Post Office in the Field Watercolor Painting

Object Spotlight
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"3rd Marine Division Post Office in the Field" watercolor by Pvt. Paul Ellsworth, 1943

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Bamboo mailing container

Sometimes people make do with wrapping materials at hand. Sometimes the material makes a statement and is part of the message. The hollow segment of bamboo used by Captain E. L. Frase was both readily available and a symbol for his mail to the Chief Post Office Inspector J. M. Donaldson in Washington, DC.

The two-foot length of bamboo enclosed a watercolor of the 3rd Marine Division field post office painted by combat artist Private Paul Ellsworth. Marine Postal Officer Frase added a letter dated December 14, 1943 to the 2-inch diameter bamboo tube. Frase’s letter to the Postal Inspection Service chief expressed his hope “that you will like this painting and will find a place for it with other war souvenirs.” The package conveyed the look and feel of the South Pacific post office and served, in part, as collegial update. It also made a gesture in appreciation for “the service you are giving us out here.” Furnishing mail services to US armed forces serving around the globe during World War II took the coordinated efforts of the Post Office, War, and Navy Departments.

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Major Elva L. Frase at the 3rd Marine Division post office & V-Mail facility, 1943. Courtesy of the U.S. Postal Inspection Service.

Many of the military service members with postal duties during the war were former civilian Post Office Department employees. They brought ready familiarity with mail handling tasks and regulations. Others were new to the job. This included Private Ellsworth who worked as a post office clerk for V-Mail processing, among other assignments in his career with the Marine Corps (Crane 18). In his painting, Ellsworth captured the activities of clerks laboring shirtless in the close, dark interior of the 3rd Marine postal facility. Frase’s letter gives the officials in Washington, DC a tour of the tropical post office: “On the left looking between two trees is the V-Mail Station, all enclosed with bamboo poles, covered with canvas. The left center shows the outgoing section, and the rear of that, the directory. The upright green poles in the right rear shows the registry enclosure, with the incoming first class section in front of it.”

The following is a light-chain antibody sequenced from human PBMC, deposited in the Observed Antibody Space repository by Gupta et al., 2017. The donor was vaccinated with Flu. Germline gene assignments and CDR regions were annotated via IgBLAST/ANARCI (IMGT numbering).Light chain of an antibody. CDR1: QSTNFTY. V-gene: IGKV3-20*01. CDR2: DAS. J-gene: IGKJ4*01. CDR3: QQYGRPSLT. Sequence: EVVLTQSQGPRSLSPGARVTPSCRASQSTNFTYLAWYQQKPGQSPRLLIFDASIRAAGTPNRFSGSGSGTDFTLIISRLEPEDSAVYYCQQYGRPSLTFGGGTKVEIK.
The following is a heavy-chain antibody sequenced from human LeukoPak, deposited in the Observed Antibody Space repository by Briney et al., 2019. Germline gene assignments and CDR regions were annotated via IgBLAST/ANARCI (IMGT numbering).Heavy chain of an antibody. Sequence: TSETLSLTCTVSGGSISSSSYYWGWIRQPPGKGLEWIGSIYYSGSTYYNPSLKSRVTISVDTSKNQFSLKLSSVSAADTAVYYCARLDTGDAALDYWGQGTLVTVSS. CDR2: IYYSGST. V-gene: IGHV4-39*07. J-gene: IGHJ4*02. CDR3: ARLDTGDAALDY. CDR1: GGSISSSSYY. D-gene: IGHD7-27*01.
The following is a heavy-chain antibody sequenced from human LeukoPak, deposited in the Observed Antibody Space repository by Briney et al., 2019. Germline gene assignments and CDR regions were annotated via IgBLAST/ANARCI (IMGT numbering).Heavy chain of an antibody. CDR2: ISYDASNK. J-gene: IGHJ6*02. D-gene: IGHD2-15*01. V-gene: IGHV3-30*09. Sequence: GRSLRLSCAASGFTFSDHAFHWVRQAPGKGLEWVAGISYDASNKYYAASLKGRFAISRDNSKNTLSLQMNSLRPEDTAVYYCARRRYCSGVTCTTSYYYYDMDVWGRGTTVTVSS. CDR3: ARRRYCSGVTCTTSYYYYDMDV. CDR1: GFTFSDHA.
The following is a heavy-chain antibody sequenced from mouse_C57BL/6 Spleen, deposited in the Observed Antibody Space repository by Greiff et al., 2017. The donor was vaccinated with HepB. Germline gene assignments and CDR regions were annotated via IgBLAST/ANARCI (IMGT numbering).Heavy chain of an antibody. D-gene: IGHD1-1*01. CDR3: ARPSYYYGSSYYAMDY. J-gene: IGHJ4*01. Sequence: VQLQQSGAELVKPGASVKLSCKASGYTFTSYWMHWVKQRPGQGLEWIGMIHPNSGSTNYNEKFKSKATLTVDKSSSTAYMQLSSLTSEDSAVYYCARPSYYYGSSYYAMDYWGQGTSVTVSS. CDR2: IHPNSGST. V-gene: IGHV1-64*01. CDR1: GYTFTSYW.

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3rd Marine Division post office & V-Mail facility, c. 1943. Courtesy of the U.S. Postal Inspection Service

They were operating registered and first class mail services half-way around the world (as of mid December 1943, the 3rd Marine Division was stationed at Guadalcanal and was concluding operations at Bougainville). Some forms of mail service worked better than others in the extreme conditions: Captain Frase praised V-Mail for its speed and aiding airmail service with the use of 16 mm microfilm and lightweight stationery. He boasted that “During combat, we were able to deliver mail four days after landing was made. Mail was delivered under fire to the men in the fox holes.” But he recognized their limits as well, reporting that: “Unfortunately we are not able to deliver Christmas parcels to the front, but it is expected all will have their parcels on or before Christmas Day.”